Taking on multiple fundings can add a significant financial burden to small businesses. Consider the risks and alternatives before adding new advances or loans.
Stacking: What it is & Why it Happens
Cash advances and short-term loans can be a great resource to grow your business. However, with the rapidly growing alternative lending channels, we’ve seen far too many small businesses get lured into the trap of accepting multiple advances to fund their daily operations. This is called stacking.
Since many people have multiple personal debts, such as mortgages and car loans, it can seem that carrying several loans is the way of the world…. but, with 50% of small businesses not surviving the first five years, let’s pause and reflect on why stacking is a risky business — even for long-standing businesses.
Responsible lenders have specific formulas to evaluate the maximum amount of monthly revenue that should be used to affordably service debt, and offer advances or loans that are designed to support growth and keep the business sustainable. At Breakout Capital, we have policies that prevent stacking to protect the financial health of our small business partners. We also understand that, as a small business owner, you can’t always predict when you will need additional funding, whether its to repair a broken down truck or oven, or to take advantage of a great deal on a new order of inventory. Instead of taking an additional loan or advance that can more than double your daily payments, we offer our customers the ability to request additional capital from us at any time. Following a simple no-fee, re-underwriting, many of our customers are able to access additional capital from us without changing their daily, weekly, or monthly payment.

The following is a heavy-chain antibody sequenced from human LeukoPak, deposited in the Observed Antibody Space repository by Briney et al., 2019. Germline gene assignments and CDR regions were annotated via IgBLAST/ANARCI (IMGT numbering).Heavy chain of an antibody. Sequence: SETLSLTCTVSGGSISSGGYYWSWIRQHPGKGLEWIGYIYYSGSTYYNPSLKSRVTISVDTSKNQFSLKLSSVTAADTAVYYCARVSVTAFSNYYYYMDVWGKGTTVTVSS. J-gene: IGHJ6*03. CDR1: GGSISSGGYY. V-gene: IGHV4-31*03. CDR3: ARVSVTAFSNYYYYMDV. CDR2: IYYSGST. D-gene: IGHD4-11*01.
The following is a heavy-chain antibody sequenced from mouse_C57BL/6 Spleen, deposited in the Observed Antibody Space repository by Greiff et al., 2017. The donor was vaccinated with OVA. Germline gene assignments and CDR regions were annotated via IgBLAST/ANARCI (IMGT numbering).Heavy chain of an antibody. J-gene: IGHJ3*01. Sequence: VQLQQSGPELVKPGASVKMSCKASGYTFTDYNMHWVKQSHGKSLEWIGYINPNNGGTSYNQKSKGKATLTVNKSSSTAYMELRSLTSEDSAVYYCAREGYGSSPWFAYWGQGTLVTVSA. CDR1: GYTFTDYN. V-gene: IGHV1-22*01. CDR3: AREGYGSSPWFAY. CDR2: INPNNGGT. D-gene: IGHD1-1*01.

It’s important to understand why and how stacking happens so you can avoid the traps. The lure of “easy” money to fund a growing business is enticing to small business owners — and to commission-focused brokers. However, it’s critical that business owners understand the implications of taking on additional loans or advances.